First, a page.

byAlejandra Ortega, Nathan R Geraldi, Rubén Díaz-Rúa, Sarah B Ørberg, Marlene Wesselmann, Dorte Krause-Jensen, Carlos M. Duarte
Ortega, A., Geraldi, N. R., Díaz‐Rúa, R., Ørberg, S. B., Wesselmann, M., Krause‐Jensen, D., & Duarte, C. M. (2020). A DNA mini‐barcode for marine macrophytes. Molecular ecology resources, 20(4), 920-935.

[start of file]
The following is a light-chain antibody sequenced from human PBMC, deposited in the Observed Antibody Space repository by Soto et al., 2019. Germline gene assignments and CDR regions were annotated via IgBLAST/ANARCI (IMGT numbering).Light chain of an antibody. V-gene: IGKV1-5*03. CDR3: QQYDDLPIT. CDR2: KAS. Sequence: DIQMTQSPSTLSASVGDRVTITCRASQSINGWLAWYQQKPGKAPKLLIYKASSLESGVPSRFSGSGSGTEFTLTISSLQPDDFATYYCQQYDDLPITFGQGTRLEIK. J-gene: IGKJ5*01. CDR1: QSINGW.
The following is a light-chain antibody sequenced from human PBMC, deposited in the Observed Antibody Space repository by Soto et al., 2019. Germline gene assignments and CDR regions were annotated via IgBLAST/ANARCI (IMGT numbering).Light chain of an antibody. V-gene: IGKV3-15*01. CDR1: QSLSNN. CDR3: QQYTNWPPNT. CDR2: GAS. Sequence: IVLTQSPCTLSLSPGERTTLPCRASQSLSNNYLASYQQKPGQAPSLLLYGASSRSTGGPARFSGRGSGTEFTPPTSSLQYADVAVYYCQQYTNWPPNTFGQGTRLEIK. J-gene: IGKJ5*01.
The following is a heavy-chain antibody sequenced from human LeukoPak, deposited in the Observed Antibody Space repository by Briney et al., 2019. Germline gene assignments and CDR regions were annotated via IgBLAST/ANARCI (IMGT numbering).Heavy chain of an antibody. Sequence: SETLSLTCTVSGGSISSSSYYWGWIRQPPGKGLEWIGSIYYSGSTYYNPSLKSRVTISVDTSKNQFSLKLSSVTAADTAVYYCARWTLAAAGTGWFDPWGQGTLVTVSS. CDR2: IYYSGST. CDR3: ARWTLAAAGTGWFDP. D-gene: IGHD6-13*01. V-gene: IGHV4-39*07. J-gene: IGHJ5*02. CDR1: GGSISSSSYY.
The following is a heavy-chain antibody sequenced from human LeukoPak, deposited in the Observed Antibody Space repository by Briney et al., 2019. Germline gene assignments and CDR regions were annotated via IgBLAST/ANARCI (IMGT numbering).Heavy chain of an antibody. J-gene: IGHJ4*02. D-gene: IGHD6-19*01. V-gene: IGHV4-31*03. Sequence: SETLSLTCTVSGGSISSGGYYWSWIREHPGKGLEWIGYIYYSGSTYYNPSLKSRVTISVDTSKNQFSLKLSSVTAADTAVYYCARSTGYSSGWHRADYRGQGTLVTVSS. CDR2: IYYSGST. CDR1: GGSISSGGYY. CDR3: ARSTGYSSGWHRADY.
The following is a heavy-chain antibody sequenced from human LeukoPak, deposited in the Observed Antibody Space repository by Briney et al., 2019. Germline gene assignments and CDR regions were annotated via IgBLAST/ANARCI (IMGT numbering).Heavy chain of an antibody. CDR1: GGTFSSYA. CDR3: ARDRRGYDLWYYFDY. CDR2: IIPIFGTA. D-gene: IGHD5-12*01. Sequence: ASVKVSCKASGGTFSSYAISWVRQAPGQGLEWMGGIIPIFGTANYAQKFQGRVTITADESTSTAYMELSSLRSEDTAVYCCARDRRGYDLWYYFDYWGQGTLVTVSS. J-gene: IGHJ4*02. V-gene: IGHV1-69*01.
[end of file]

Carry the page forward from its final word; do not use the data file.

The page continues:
Studies focusing on marine macrophyte metabarcoding from environmental samples are scarce, due to the lack of a universal barcode for these taxa, and to their poor representation in DNA databases. Here, we searched for a short barcode able to identify marine macrophytes from tissue samples; then, we created a DNA reference library which was used to identify macrophytes in eDNA from coastal sediments. Barcoding of seagrasses, mangroves and marine macroalgae (Chlorophyta, Rhodophyta and Phaeophyceae) was tested using 18 primer pairs from six barcoding genes: the plant barcodes rbcL, matK and trnL, plus the genes ITS2, COI and 18S. The 18S gene showed the highest universality among marine macrophytes, amplifying 95%-100% of samples; amplification performance of the other barcodes was limited. Taxonomy was assigned using a phylogeny-based approach to create an 18S DNA reference library. Macrophyte tissue sequences were accurately identified within their phyla (88%), order (76%), genus (71%) and species (23%). Nevertheless, out of 86 macrophytes tested, only 48% and 15% had a reference sequence at genus and at species level, respectively. Identification at these levels can be improved by more inclusive reference libraries. Using the 18S mini-barcode and the reference library, we recovered eDNA from 21 marine macrophytes in sediments, demonstrating the barcode's ability to trace primary producers that contribute to blue carbon. We expect this barcode to also be useful for other ecological questions, such as tracing macro primary producers in marine food webs.